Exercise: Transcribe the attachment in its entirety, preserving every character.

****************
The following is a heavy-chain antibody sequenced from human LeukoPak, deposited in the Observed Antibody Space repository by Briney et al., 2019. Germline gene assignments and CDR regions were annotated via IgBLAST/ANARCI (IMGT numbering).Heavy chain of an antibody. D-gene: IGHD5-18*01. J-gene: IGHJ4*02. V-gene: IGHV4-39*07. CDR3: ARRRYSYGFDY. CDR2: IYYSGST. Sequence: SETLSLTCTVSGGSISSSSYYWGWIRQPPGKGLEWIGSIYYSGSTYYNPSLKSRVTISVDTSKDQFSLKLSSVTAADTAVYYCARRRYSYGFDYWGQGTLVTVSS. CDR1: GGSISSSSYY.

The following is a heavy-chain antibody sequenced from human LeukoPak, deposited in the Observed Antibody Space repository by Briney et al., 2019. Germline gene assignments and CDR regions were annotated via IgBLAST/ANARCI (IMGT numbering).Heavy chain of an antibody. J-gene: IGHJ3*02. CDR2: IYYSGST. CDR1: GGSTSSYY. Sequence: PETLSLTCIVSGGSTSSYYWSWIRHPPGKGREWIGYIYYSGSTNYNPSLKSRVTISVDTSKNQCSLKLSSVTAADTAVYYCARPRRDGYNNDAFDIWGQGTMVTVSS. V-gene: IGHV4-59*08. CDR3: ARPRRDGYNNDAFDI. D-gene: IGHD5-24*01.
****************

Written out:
The following is a heavy-chain antibody sequenced from human LeukoPak, deposited in the Observed Antibody Space repository by Briney et al., 2019. Germline gene assignments and CDR regions were annotated via IgBLAST/ANARCI (IMGT numbering).Heavy chain of an antibody. D-gene: IGHD5-18*01. J-gene: IGHJ4*02. V-gene: IGHV4-39*07. CDR3: ARRRYSYGFDY. CDR2: IYYSGST. Sequence: SETLSLTCTVSGGSISSSSYYWGWIRQPPGKGLEWIGSIYYSGSTYYNPSLKSRVTISVDTSKDQFSLKLSSVTAADTAVYYCARRRYSYGFDYWGQGTLVTVSS. CDR1: GGSISSSSYY.

The following is a heavy-chain antibody sequenced from human LeukoPak, deposited in the Observed Antibody Space repository by Briney et al., 2019. Germline gene assignments and CDR regions were annotated via IgBLAST/ANARCI (IMGT numbering).Heavy chain of an antibody. J-gene: IGHJ3*02. CDR2: IYYSGST. CDR1: GGSTSSYY. Sequence: PETLSLTCIVSGGSTSSYYWSWIRHPPGKGREWIGYIYYSGSTNYNPSLKSRVTISVDTSKNQCSLKLSSVTAADTAVYYCARPRRDGYNNDAFDIWGQGTMVTVSS. V-gene: IGHV4-59*08. CDR3: ARPRRDGYNNDAFDI. D-gene: IGHD5-24*01.